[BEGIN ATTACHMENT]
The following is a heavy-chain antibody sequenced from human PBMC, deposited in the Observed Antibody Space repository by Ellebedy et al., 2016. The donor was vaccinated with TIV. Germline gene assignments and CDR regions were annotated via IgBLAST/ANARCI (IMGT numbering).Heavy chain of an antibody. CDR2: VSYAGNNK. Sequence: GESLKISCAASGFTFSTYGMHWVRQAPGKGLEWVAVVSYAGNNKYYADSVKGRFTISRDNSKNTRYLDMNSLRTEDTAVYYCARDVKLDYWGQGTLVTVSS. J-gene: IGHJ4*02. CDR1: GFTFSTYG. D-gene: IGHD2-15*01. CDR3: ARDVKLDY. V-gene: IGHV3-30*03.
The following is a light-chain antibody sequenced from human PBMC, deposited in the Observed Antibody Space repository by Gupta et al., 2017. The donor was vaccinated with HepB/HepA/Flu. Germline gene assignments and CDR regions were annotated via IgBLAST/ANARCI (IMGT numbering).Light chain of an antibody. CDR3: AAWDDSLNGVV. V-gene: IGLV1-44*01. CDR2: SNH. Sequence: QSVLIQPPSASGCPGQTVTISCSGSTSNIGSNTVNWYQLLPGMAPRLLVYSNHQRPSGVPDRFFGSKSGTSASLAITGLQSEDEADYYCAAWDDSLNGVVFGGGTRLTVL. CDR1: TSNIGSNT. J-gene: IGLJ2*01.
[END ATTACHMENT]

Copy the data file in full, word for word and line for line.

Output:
The following is a heavy-chain antibody sequenced from human PBMC, deposited in the Observed Antibody Space repository by Ellebedy et al., 2016. The donor was vaccinated with TIV. Germline gene assignments and CDR regions were annotated via IgBLAST/ANARCI (IMGT numbering).Heavy chain of an antibody. CDR2: VSYAGNNK. Sequence: GESLKISCAASGFTFSTYGMHWVRQAPGKGLEWVAVVSYAGNNKYYADSVKGRFTISRDNSKNTRYLDMNSLRTEDTAVYYCARDVKLDYWGQGTLVTVSS. J-gene: IGHJ4*02. CDR1: GFTFSTYG. D-gene: IGHD2-15*01. CDR3: ARDVKLDY. V-gene: IGHV3-30*03.
The following is a light-chain antibody sequenced from human PBMC, deposited in the Observed Antibody Space repository by Gupta et al., 2017. The donor was vaccinated with HepB/HepA/Flu. Germline gene assignments and CDR regions were annotated via IgBLAST/ANARCI (IMGT numbering).Light chain of an antibody. CDR3: AAWDDSLNGVV. V-gene: IGLV1-44*01. CDR2: SNH. Sequence: QSVLIQPPSASGCPGQTVTISCSGSTSNIGSNTVNWYQLLPGMAPRLLVYSNHQRPSGVPDRFFGSKSGTSASLAITGLQSEDEADYYCAAWDDSLNGVVFGGGTRLTVL. CDR1: TSNIGSNT. J-gene: IGLJ2*01.